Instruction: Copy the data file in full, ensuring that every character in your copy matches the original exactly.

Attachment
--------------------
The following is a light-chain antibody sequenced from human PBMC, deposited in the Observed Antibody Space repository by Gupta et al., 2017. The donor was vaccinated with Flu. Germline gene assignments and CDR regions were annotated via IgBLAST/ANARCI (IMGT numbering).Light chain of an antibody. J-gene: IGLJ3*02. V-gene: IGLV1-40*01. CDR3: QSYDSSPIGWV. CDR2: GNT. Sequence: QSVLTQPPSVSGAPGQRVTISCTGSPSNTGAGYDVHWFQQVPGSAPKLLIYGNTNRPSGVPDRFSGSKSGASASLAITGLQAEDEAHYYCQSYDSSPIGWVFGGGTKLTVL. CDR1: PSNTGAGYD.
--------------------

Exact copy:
The following is a light-chain antibody sequenced from human PBMC, deposited in the Observed Antibody Space repository by Gupta et al., 2017. The donor was vaccinated with Flu. Germline gene assignments and CDR regions were annotated via IgBLAST/ANARCI (IMGT numbering).Light chain of an antibody. J-gene: IGLJ3*02. V-gene: IGLV1-40*01. CDR3: QSYDSSPIGWV. CDR2: GNT. Sequence: QSVLTQPPSVSGAPGQRVTISCTGSPSNTGAGYDVHWFQQVPGSAPKLLIYGNTNRPSGVPDRFSGSKSGASASLAITGLQAEDEAHYYCQSYDSSPIGWVFGGGTKLTVL. CDR1: PSNTGAGYD.